Pretty Print JSON [Python One-Liner]

Problem: Given a JSON object. How to pretty print it from the shell/terminal/command line using a Python one-liner?

Minimal Example: You have given the following JSON object:

{"Alice": "24", "Bob": "28"}

And you want to get the following print output:

    "Alice": "24",
    "Bob": "28"

How to accomplish this using a Python one-liner?

Method 0: Python Program + json.dump

The default way to accomplish this in a Python script is to import the json library to solve the issue:

Exercise: Execute the script. What’s the output? Now change the number of indentation spaces to 2!

However, what if you want to run this from your operating system terminal as a one-liner command? Let’s dive into the four best ways!

Method 1: Terminal / Shell / Command Line with Echo + Pipe + json.tool

The echo command prints the JSON to the standard output. This is then piped as standard input to the json.tool program that pretty prints the JSON object to the standard output:

echo '{"Alice": "24", "Bob": "28"}' | python -m json.tool

The output is the prettier:

    "Alice": "24",
    "Bob": "28"

The pipe operator | redirects the output to the standard input of the Python script.

Method 2: Use a File as Input with json.tool

An alternative is the simple:

python -m json.tool file.json

This method is best if you have stored your JSON object in the file.json file. If the file contains the same data, the output is the same, too:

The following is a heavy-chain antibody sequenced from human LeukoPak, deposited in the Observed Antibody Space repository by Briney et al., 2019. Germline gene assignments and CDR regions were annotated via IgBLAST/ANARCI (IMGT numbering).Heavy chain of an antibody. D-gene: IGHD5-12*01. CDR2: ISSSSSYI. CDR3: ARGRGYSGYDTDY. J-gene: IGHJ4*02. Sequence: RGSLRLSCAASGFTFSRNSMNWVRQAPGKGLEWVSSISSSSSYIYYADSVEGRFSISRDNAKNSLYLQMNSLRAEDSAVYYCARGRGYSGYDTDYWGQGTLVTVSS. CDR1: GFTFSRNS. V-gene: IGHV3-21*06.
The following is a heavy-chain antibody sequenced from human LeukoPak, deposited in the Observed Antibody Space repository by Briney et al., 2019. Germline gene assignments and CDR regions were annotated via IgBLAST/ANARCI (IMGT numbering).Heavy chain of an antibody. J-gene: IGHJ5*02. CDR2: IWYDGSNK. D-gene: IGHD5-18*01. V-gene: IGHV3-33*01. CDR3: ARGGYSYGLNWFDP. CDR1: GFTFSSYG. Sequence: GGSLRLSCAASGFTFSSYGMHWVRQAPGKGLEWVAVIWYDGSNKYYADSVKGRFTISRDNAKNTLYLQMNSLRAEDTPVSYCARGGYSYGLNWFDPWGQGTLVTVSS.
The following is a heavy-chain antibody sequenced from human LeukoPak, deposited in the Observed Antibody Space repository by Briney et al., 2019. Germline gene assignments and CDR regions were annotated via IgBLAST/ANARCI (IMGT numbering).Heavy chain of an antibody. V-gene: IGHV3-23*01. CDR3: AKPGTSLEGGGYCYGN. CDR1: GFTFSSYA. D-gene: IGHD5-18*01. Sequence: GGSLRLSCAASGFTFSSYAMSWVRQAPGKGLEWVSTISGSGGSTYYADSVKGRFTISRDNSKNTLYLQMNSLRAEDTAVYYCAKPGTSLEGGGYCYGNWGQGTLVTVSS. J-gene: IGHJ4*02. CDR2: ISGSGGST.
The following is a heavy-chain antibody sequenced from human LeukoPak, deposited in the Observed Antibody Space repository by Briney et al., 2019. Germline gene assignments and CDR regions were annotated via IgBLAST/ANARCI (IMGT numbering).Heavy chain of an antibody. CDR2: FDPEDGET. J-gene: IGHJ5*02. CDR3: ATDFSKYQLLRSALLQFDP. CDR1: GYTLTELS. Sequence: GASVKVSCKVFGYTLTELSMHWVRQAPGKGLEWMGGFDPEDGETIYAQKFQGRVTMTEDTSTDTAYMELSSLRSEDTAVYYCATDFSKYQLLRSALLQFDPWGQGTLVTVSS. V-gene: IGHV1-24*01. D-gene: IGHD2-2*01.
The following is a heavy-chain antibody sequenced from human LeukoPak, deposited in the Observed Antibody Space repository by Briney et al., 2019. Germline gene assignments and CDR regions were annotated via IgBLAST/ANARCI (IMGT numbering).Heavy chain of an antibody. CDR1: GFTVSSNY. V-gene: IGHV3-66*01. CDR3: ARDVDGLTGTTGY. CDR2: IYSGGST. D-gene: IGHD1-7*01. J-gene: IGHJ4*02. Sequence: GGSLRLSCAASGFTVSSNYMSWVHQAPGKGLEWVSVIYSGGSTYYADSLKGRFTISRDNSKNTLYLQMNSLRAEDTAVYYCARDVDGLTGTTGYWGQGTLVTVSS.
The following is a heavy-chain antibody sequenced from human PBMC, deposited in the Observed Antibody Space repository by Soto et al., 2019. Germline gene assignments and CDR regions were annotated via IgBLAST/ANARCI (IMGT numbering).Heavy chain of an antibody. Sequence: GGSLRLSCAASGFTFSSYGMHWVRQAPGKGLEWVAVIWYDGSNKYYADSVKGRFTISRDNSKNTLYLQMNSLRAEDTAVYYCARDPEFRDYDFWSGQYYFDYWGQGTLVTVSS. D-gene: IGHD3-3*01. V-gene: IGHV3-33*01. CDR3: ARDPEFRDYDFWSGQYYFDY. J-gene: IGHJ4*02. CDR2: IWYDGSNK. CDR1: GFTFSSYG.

"Alice": "24",
    "Bob": "28"

Method 3: Use Web Resource with json.tool

If your JSON file resides on a given URL, you’ll best use the following one-liner:

curl | python -m json.tool

Again, assuming the same JSON object residing on the server, the output is the same:

    "Alice": "24",
    "Bob": "28"

Method 4: Use jq

This is the simplest way but it assumes that you have the jq program installed on your machine. You can download jq here and also read about the excellent quick-start resources here.

Let’s dive into the code you can run in your shell:

jq <<< '{ "foo": "lorem", "bar": "ipsum" }'
  "bar": "ipsum",
  "foo": "lorem"

The <<< operator passes the string on the right to the standard input of the command on the left. You can learn more about this special pipe operator in this SO thread.

While this method is not a Python script, it still works beautifully when executed from a Linux or MacOS shell or the Windows Powershell / command line.

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